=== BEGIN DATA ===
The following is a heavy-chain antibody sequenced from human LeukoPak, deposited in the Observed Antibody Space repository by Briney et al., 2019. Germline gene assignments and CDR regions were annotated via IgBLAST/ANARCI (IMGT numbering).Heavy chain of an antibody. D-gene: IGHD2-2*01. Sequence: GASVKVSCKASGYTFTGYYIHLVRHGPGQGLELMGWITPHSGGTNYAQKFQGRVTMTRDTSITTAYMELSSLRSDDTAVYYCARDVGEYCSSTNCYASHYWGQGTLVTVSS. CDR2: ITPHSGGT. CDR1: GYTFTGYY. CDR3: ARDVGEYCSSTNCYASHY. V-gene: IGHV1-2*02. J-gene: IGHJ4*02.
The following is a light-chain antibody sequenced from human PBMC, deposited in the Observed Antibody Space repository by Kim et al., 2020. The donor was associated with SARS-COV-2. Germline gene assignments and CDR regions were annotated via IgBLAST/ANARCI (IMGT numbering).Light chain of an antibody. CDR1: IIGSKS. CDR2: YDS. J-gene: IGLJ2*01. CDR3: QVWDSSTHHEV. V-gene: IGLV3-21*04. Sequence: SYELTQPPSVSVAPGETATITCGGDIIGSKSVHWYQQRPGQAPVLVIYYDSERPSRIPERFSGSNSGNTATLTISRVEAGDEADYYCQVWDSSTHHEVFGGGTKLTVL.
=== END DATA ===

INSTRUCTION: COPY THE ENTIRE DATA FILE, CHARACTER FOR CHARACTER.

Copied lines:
The following is a heavy-chain antibody sequenced from human LeukoPak, deposited in the Observed Antibody Space repository by Briney et al., 2019. Germline gene assignments and CDR regions were annotated via IgBLAST/ANARCI (IMGT numbering).Heavy chain of an antibody. D-gene: IGHD2-2*01. Sequence: GASVKVSCKASGYTFTGYYIHLVRHGPGQGLELMGWITPHSGGTNYAQKFQGRVTMTRDTSITTAYMELSSLRSDDTAVYYCARDVGEYCSSTNCYASHYWGQGTLVTVSS. CDR2: ITPHSGGT. CDR1: GYTFTGYY. CDR3: ARDVGEYCSSTNCYASHY. V-gene: IGHV1-2*02. J-gene: IGHJ4*02.
The following is a light-chain antibody sequenced from human PBMC, deposited in the Observed Antibody Space repository by Kim et al., 2020. The donor was associated with SARS-COV-2. Germline gene assignments and CDR regions were annotated via IgBLAST/ANARCI (IMGT numbering).Light chain of an antibody. CDR1: IIGSKS. CDR2: YDS. J-gene: IGLJ2*01. CDR3: QVWDSSTHHEV. V-gene: IGLV3-21*04. Sequence: SYELTQPPSVSVAPGETATITCGGDIIGSKSVHWYQQRPGQAPVLVIYYDSERPSRIPERFSGSNSGNTATLTISRVEAGDEADYYCQVWDSSTHHEVFGGGTKLTVL.